Stop Doing This One Thing If You Want to Create New Habits

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Photo by Cameron Venti on Unsplash

You don’t need me to tell you that creating habits is hard. We’ve all been there. Whether we’ve tried to start a writing practice, get into shape, or wake up earlier, we all know what it feels like to fail to achieve something we want.

We hate failure almost as much as we hate being stuck where we are. But, what can we do about it?

Change, like most things, is a skill. Nobody is born good at changing. It’s learned.

If it seems like someone you know changed easily, I’d be suspicious of their motives. Most people use the power of self-hatred to propel themselves forward. This might work for a time, but it’s not sustainable. Be warned: self-hate doesn’t suddenly turn into self-love once you’ve achieved your goals. Self-hate ends up consuming you, and it will inevitably make you miserable.

The problem is, we’re taught to be super hard on ourselves. As we grew up, we watched our parents do it, our siblings do it, our friends do it. Virtually every human who has ever made a mistake in front of us has berated themselves for it. All these experiences solidified this terrible strategy in our minds.

This old-school perspective has got to go.

To create a change mindset, we need to adjust our expectations. So that when we inevitably make mistakes and fall off the bandwagon, we don’t need to lie in the mud for days, weeks, and months cursing at ourselves. Instead, we can simply pick ourselves up and get right back on.

Expectations are everything

When we want to create a new habit, we often set specific goals for ourselves. For example, we might want to write for 60 minutes a day, go to the gym three times a week, or wake up an hour earlier. Then, we set the expectation that we’re going to follow through on it.

Each day we accomplish this task, we put an ‘X’ on our calendar. We mark it with pride. And why not? Change is hard. We should celebrate small victories.

But, what happens when we fall short of our expectations? What happens if we only write for 30 minutes? What happens if we only go to the gym twice this week? What if we sleep in?

We look at our perfect record and throw it out the window. It’s been sullied. Tainted. Damaged beyond repair. And that streak we had going for us feels like it’s been lost, perhaps forever. So, we feel angry, frustrated, sad, annoyed. We feel like we’ve lost our momentum and need to start over from scratch.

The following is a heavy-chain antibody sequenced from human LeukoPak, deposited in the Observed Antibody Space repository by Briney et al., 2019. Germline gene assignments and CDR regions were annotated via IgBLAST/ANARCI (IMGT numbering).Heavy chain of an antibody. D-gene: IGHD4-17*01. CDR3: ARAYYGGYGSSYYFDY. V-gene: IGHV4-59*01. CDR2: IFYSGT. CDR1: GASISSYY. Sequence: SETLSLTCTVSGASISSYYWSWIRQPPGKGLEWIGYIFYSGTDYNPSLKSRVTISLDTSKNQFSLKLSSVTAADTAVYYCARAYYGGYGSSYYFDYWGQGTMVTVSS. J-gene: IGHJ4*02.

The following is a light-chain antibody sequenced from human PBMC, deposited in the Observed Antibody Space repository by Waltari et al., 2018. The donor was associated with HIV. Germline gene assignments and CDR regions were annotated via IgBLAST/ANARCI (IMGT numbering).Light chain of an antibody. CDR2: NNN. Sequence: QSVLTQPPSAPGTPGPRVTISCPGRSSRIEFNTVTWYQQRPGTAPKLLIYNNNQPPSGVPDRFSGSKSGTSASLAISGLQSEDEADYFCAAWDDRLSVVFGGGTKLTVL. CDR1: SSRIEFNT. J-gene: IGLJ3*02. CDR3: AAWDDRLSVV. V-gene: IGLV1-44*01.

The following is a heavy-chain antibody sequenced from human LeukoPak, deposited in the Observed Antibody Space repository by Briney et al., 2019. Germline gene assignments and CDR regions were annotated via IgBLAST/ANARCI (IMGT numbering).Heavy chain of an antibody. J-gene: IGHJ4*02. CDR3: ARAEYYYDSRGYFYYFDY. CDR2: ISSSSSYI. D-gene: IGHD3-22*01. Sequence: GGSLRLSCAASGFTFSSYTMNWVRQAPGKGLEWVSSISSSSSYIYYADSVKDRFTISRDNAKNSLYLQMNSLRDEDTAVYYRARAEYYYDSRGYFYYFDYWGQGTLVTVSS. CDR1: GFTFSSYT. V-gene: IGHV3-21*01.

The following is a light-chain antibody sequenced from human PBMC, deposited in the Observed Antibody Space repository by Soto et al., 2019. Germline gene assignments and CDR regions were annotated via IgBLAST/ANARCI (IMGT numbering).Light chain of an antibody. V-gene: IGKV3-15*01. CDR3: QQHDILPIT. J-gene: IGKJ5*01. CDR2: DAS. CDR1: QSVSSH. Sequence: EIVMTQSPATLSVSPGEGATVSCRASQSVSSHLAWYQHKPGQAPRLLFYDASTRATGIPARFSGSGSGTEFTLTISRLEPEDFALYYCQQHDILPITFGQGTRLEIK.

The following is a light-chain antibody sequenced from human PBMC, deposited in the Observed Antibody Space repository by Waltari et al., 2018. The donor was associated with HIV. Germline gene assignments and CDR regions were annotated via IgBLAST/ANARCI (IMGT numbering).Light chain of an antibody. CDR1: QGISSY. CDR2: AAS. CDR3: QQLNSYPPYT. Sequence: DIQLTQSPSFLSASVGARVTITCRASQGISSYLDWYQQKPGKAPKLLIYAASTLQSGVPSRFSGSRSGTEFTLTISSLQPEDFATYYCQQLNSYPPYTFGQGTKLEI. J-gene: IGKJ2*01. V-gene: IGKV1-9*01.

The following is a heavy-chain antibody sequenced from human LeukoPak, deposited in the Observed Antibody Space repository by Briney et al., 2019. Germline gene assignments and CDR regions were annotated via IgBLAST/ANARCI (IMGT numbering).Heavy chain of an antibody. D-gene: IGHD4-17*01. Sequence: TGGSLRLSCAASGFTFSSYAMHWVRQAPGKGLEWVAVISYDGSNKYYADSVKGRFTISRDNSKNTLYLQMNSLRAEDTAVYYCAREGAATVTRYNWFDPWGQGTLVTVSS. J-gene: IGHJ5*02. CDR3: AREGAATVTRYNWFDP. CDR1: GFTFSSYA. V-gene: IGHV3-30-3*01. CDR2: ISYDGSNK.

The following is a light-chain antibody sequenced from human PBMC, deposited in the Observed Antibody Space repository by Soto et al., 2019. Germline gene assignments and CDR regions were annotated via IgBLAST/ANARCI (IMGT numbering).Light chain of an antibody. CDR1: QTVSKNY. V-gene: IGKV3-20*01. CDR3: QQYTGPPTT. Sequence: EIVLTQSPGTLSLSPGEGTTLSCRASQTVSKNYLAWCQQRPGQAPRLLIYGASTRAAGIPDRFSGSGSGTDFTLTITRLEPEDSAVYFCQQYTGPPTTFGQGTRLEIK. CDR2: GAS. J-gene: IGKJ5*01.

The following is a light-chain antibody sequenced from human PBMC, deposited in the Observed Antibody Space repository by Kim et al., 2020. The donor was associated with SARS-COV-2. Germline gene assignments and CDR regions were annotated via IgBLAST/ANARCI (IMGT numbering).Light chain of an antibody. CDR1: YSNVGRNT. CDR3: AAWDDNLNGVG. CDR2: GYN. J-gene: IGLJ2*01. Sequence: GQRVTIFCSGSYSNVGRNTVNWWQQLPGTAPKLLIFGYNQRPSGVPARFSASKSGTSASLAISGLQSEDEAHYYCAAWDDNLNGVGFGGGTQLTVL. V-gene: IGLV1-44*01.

But, do we need to feel this way? What if, instead of expecting perfection, we expected mistakes, hiccups, and obstacles? What if, at the very beginning, we acknowledged that, at some point, we are going to err and we’ll need to deal with the consequences?

Wouldn’t this change things? Wouldn’t this ease our pain when things don’t go according to plan?

Besides, is sticking to the plan really more important than doing the work?

Isn’t writing for 30 minutes more important than writing for zero minutes? Isn’t going to the gym twice this week better than not going at all? Isn’t waking up earlier 4 times this week better than none?

The work is what matters. Our fixation with mistakes is the mistake.

Ultimately, you don’t make mistakes because you lack discipline, willpower, or a desire to improve your life. You make mistakes because you’re human. They’re inevitable. You cannot avoid them. No one can. Which is why you need to build this knowledge into your expectations right from the start.

Change your expectations and change your life

The pain and misery we cause by beating ourselves up for unavoidable and inevitable mistakes is heart-breaking. It’s so pointless and so unnecessary.

This is why starting anything new with the expectation of making mistakes is critical, not just for your mental health but also for your ability to recover quickly and keep making progress. Your negative thoughts are only going to keep you mired in the past. If you want to move beyond the past, which all of us do, you need to bypass the negativity by shifting your expectations.

This is a form of cognitive reappraisal and it will build your resilience.

So, stop putting so much importance on streaks. Stop wishing for perfection. Instead, change your expectations. Recognize the inevitability of mistakes and welcome this knowledge into your heart. Allow it to sink in.

If you do, your mistakes will finally stop preventing you from reaching your goals.

Thanks for reading!

Written by

Following my curiosity and hoping it will lead me to wisdom. I write about science, meditation, and spirituality.

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